I always thought this was an interesting debate.
When former players become television/radio analysts, how are they perceived by active athletes? Lebron is right and wrong when he took his talents to Twitter to speak on Trent Dilfer going in on Peyton Manning.
He is right that Dilfer was nowhere near the quarterback that Peyton Manning is, that goes without saying.
Where the King of South Beach is incorrect is believing because of that reason, Dilfer or any ex-player can’t be critical of current players.
If that was the case, Trent Dilfer couldn’t say anything about half the quarterbacks in the league. When athletes make the move from the field to ESPN or any network, they are getting paid not to be buddies, but to give their opinions.
Athletes who watch their words or only have good things to say about their former buddies are quickly taken off the air— you have to be willing to rub some people the wrong way if you want to succeed in the media.
If you go a little bit deeper, Lebron is still salty at Charles Barkley and other former NBA players who were critical of his “Decision”, so this is his way of venting.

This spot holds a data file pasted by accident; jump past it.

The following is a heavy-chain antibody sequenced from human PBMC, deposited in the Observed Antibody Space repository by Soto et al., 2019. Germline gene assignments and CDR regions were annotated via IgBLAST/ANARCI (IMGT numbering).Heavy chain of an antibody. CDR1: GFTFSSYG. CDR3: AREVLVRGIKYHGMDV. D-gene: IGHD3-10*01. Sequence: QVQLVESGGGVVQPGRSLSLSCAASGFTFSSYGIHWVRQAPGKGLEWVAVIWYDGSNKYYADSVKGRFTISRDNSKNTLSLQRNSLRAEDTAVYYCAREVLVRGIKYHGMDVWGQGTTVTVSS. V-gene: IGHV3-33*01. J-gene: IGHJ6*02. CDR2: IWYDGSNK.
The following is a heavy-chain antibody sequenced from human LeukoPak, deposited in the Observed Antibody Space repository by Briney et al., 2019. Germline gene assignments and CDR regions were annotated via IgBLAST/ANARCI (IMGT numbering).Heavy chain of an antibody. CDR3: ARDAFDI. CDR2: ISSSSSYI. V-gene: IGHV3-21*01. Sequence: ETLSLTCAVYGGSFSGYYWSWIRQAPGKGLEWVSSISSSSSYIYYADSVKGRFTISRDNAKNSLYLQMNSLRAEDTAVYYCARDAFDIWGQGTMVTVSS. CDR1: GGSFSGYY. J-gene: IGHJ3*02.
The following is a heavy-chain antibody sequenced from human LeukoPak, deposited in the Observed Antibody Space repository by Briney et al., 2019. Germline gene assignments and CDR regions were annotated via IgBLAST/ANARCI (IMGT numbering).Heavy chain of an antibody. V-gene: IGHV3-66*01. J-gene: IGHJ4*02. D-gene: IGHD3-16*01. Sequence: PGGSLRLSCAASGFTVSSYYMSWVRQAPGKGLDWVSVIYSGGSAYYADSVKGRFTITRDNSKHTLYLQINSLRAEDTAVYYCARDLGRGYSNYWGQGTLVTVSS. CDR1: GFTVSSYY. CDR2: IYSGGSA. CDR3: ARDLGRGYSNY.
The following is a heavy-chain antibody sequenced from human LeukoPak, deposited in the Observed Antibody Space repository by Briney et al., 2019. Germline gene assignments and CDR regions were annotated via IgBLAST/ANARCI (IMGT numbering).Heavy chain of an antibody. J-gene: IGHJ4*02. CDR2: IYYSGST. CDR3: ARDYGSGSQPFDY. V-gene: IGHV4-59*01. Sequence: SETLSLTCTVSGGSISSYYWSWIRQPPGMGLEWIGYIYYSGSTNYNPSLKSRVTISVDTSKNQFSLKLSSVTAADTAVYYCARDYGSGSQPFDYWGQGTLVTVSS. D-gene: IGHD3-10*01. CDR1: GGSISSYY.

If John Clayton of ESPN said the same thing about Manning, it wouldn’t have driven a tweet—but since it struck a nerve because Lebron probably looks at himself in the class of a Peyton Manning (with no ring), he could relate to what was going on.
I can confidently say that Manning doesn’t care what Trent Dilfer, Lebron or I have to say about his performance, but ESPN pays Dilfer and Section 8 pays people like me to tell you what we think.
You don’t have to agree, but just say you don’t agree— don’t say because Dilfer wasn’t on a Manning-like level, he should bow to the King of Indiana—that only works like that in Cleveland.